Telehandlers and Aerials Draw Attention at ConExpo

A show as prominent as ConExpo features more new products than you can count, or even possibly see, in a few days. Several manufacturers rolled out new or improved products during the recently concluded ConExpo 2011, held from March 22 -26 in Las Vegas. Here are some of the noteworthy aerial work platforms and telehandlers introduced at the show.

Snorkel

Snorkel North America Inc., Elwood, Kan., displayed a number of new models in its ConExpo booth, including a new large rough-terrain scissor lift, two new boom lifts, a mast lift, and expansion of its Pop-Up range of low-level-access products.

One of the most visually impressive units on the stand was the prototype of the new 1,250-pound capacity S6090RT rough-terrain scissors lift. The model will finish testing and go into production by the third quarter of this year, “but we’ll take orders now,” says David Smith, president of Snorkel North America. Other models with platform heights of 32 feet, 43 feet, and 52 feet will round out the family. Though testing is still under way, Snorkel expects the S6090RT to provide a maximum platform height of 60 feet and be drivable with the platform elevated at 43 feet. The platform measures 6 feet wide by 14 feet long, with 59-inch roll-out decks at each end providing a total platform length of nearly 24 feet when extended.  A 44-horsepower diesel engine powers the unit, which features four-wheel hydrostatic drive and 14 inches of ground clearance. “It’ll provide a great work station for two to three people with tools,” says Smith.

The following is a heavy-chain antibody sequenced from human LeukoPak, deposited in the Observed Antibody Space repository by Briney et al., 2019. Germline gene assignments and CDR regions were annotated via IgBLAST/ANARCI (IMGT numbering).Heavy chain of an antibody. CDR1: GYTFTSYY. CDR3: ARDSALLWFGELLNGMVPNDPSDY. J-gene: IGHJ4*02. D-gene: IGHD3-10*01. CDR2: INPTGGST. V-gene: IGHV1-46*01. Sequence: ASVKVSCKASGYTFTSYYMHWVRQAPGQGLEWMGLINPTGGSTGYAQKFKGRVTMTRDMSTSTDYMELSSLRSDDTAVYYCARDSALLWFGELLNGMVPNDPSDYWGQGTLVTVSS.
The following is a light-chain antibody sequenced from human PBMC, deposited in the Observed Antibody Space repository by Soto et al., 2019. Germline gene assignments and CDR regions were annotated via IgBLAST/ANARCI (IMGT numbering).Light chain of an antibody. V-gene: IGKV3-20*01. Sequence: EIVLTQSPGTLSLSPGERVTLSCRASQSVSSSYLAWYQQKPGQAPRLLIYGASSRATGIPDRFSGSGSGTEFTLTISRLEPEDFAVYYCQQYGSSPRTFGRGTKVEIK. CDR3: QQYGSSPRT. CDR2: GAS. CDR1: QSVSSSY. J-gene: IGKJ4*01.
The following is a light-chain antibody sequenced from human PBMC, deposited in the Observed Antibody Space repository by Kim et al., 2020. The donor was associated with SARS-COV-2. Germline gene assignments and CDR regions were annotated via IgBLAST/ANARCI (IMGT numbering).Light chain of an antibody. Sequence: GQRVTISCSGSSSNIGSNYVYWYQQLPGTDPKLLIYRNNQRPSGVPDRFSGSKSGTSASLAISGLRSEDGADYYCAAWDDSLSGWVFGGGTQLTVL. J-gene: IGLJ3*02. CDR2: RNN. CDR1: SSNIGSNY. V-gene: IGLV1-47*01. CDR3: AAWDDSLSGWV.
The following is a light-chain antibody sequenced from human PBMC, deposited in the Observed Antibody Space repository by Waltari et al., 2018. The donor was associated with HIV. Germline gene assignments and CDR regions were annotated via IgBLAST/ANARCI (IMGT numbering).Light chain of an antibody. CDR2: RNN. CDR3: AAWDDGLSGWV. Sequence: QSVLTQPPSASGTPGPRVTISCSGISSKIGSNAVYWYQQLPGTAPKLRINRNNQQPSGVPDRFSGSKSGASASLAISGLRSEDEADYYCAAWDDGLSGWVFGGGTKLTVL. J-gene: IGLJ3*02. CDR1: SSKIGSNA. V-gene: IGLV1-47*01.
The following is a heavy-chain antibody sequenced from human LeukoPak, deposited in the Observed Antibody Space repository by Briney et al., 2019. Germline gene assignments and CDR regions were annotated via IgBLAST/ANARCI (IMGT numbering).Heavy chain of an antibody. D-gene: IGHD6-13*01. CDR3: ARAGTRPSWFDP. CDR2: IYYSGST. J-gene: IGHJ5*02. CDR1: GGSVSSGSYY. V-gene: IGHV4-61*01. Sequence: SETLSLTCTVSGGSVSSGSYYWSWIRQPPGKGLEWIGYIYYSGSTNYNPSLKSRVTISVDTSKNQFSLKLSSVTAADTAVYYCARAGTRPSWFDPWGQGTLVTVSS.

Snorkel also displayed its brand new A62JRT rough-terrain articulating boom lift, which will go into production by the third quarter of the year. It is expected to deliver 62 feet of platform height, 35’ 1” of horizontal reach, 30 feet of up-and-over clearance, and an unrestricted lifting capacity of 500 pounds. Its 6’2”, 136° jib helps position the platform easily. The unit has an overall working width of 96 inches and “significantly less tailswing than previous models,” says David Smith. The unit will be drivable at its full 62-foot extended height. The A62JT is the first articulated boom lift built on Snorkel’s new common Polaris chassis, which uses many common parts between several models.

Standing beside the A62JRT in Snorkel’s booth was the brand new T66JRT rough-terrain telescopic boom lift, which will go into production by the fourth quarter of the year. Also built on the Polaris chassis, the T66JRT provides platform heights to 66 feet and drives fully elevated. It provides up to 58’ 1” of horizontal reach, and an unrestricted capacity of 500 pounds on its 39-inch by 96-inch platform. Its 6-foot jib helps position the platform easily in the best working position for each job. It measures just 96 inches wide and, like the A62JRT, has significantly less tailswing than previous models.